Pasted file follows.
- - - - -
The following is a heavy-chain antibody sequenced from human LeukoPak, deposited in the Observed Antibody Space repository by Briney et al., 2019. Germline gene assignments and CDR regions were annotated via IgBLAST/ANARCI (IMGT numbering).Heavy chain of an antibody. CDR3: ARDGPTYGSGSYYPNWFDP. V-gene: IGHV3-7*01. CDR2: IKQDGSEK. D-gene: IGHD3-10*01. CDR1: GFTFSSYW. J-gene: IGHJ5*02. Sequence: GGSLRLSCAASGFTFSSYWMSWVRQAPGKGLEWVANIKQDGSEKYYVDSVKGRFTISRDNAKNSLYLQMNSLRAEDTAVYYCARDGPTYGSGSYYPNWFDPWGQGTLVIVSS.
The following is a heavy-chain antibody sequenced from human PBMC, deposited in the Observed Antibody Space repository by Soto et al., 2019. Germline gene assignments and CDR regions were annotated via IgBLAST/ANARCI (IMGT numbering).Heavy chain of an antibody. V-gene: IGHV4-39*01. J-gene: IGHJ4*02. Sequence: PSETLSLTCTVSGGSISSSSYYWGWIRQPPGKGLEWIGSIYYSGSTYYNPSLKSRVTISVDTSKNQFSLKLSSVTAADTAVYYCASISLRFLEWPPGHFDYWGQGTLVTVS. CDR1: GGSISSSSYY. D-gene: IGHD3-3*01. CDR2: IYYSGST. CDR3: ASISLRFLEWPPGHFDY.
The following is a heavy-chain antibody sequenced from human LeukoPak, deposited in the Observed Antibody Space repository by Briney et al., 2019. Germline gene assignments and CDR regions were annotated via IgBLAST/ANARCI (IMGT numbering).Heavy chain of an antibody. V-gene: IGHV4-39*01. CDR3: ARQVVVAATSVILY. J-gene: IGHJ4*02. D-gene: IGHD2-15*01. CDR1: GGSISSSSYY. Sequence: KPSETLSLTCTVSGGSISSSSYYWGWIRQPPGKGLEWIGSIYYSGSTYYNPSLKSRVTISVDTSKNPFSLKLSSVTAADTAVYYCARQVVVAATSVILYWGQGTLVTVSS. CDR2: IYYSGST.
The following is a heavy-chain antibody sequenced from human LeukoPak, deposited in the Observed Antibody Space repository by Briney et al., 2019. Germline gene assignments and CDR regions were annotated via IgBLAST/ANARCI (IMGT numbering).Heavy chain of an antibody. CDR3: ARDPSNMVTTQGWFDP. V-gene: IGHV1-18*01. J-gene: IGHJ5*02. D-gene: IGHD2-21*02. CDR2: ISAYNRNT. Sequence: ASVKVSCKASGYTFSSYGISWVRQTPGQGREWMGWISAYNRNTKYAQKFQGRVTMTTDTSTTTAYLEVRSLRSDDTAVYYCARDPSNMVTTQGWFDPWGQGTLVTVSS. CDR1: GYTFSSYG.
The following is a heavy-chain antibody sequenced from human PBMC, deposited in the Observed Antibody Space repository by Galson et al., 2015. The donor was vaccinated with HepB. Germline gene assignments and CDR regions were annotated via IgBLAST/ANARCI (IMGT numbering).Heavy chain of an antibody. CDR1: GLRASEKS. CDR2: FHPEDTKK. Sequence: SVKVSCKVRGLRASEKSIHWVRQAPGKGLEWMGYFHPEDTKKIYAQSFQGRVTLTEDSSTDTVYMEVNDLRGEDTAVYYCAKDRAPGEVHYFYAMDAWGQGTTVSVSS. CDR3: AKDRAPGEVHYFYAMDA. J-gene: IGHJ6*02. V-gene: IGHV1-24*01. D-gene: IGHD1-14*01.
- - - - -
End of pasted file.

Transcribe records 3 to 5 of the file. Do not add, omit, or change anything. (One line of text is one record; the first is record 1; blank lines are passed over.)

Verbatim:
The following is a heavy-chain antibody sequenced from human LeukoPak, deposited in the Observed Antibody Space repository by Briney et al., 2019. Germline gene assignments and CDR regions were annotated via IgBLAST/ANARCI (IMGT numbering).Heavy chain of an antibody. V-gene: IGHV4-39*01. CDR3: ARQVVVAATSVILY. J-gene: IGHJ4*02. D-gene: IGHD2-15*01. CDR1: GGSISSSSYY. Sequence: KPSETLSLTCTVSGGSISSSSYYWGWIRQPPGKGLEWIGSIYYSGSTYYNPSLKSRVTISVDTSKNPFSLKLSSVTAADTAVYYCARQVVVAATSVILYWGQGTLVTVSS. CDR2: IYYSGST.
The following is a heavy-chain antibody sequenced from human LeukoPak, deposited in the Observed Antibody Space repository by Briney et al., 2019. Germline gene assignments and CDR regions were annotated via IgBLAST/ANARCI (IMGT numbering).Heavy chain of an antibody. CDR3: ARDPSNMVTTQGWFDP. V-gene: IGHV1-18*01. J-gene: IGHJ5*02. D-gene: IGHD2-21*02. CDR2: ISAYNRNT. Sequence: ASVKVSCKASGYTFSSYGISWVRQTPGQGREWMGWISAYNRNTKYAQKFQGRVTMTTDTSTTTAYLEVRSLRSDDTAVYYCARDPSNMVTTQGWFDPWGQGTLVTVSS. CDR1: GYTFSSYG.
The following is a heavy-chain antibody sequenced from human PBMC, deposited in the Observed Antibody Space repository by Galson et al., 2015. The donor was vaccinated with HepB. Germline gene assignments and CDR regions were annotated via IgBLAST/ANARCI (IMGT numbering).Heavy chain of an antibody. CDR1: GLRASEKS. CDR2: FHPEDTKK. Sequence: SVKVSCKVRGLRASEKSIHWVRQAPGKGLEWMGYFHPEDTKKIYAQSFQGRVTLTEDSSTDTVYMEVNDLRGEDTAVYYCAKDRAPGEVHYFYAMDAWGQGTTVSVSS. CDR3: AKDRAPGEVHYFYAMDA. J-gene: IGHJ6*02. V-gene: IGHV1-24*01. D-gene: IGHD1-14*01.